Dave Marr will be be most visible and vocal personality this weekend on ABC-TV's broadcast of the PGA Championship from Pebble Beach (WJLA-TV-7, 5:30 - 7 p.m. Saturday and 4:30-7 p.m. Sunday).
Marr has come a long way since he slept in the back of the golf shop at the Winged Foot Country Club in Mamaroneck, N.Y., as an assistant to Claude Hagmon, the 1948 Masters winner. "Little Davey," as they used to call him, won the 1965 PGA Championship and since then has parlayed his one major title and an amiable personality into marketability.
Marr is golf director at the Princeville Country Club in Kauai, Hawaii, but this is only one facet of his busy life. He works for several corporations as a "golf lobbyist."
"It's something new", he says. "A lot of companies don't sell directly to the public but to the manufacturers. I take their representatives out on the course. Sure, I give them a few tips, but mostly it's for fun. I guess you could call it a form of 'lobbying' but it's the greatest sales method I know."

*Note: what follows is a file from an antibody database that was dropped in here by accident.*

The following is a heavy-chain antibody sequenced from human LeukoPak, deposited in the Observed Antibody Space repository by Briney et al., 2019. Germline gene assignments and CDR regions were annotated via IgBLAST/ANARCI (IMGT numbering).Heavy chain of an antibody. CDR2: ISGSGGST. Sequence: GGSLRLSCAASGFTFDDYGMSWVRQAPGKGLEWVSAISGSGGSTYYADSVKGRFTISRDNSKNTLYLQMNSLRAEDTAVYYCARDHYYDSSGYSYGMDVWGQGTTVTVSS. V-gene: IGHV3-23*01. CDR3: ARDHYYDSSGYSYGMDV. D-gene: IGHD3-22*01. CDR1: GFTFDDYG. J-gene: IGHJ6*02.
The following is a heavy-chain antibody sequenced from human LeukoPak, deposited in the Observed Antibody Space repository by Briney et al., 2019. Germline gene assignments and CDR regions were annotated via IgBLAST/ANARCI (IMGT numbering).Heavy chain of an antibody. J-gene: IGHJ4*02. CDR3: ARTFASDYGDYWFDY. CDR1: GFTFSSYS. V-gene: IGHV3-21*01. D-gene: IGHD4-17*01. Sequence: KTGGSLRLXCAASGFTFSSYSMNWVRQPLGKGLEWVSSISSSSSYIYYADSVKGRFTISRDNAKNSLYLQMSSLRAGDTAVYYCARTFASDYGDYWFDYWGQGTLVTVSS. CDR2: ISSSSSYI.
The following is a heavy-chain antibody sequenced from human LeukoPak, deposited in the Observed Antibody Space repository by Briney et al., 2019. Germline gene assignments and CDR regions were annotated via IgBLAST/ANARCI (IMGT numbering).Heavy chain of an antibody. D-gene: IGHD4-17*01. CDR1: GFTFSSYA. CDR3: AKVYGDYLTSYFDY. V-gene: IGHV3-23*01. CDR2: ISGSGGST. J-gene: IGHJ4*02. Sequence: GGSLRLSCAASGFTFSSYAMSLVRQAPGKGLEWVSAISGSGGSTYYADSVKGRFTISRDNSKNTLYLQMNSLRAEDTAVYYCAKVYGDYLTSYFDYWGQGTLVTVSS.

As the analyst-in-residence for ABC's golf broadcasts. Marr does a lot of homework. He was at Pebble Beach for a week before the tournament began, studying the golfers and their styles.
"I know the tour regulars," he says, "but I have to watch the new ones coming up to see if they have changed anything. To a tour golfer, the swing is everything. A Johnny Miller or a Jack Nicklaus may not be aware that he's doing anything differently, but when I see them in slow motion I can tell something has changed. I'm not in broadcasting to criticize. I merely observe."
Marr says the most classic swing among current golfers belongs to Tom Weiskopf. "Like Sam Snead, he's so physical," Marr explains. "But for the average golfrer, I'd pick a man like Gene Little.He gets it done with a minimum of effort and he must be good if we look at his record."
The club pro at Marr's course in Kauai is Sammy White, a familiar name to late '50s and early '60s baseball fans. "Maybe you remember White as a catcher for the Boston Red Sox," Marr said. "The funny thing is that Frank Sullivan, who was a pitcher for Boston at the same time, is a golf pro down the road."
At 43, Marr is bullish on golf and its benefits.
"The game opened up many doors for me," he said. "I'm no Nicklaus or Palmer. I had to merchandise what I had. I'm lucky to be in golf.
"It enabled me to meet people such as Presidents Eisenhower and Ford. Really, my biggest thrill when the PGA was at Congressional last year was meeting Judge John Sirica. He's been my hero ever since Watergate and I have an autographed picture of him on the most prominent wall in my house. I'm a lucky man."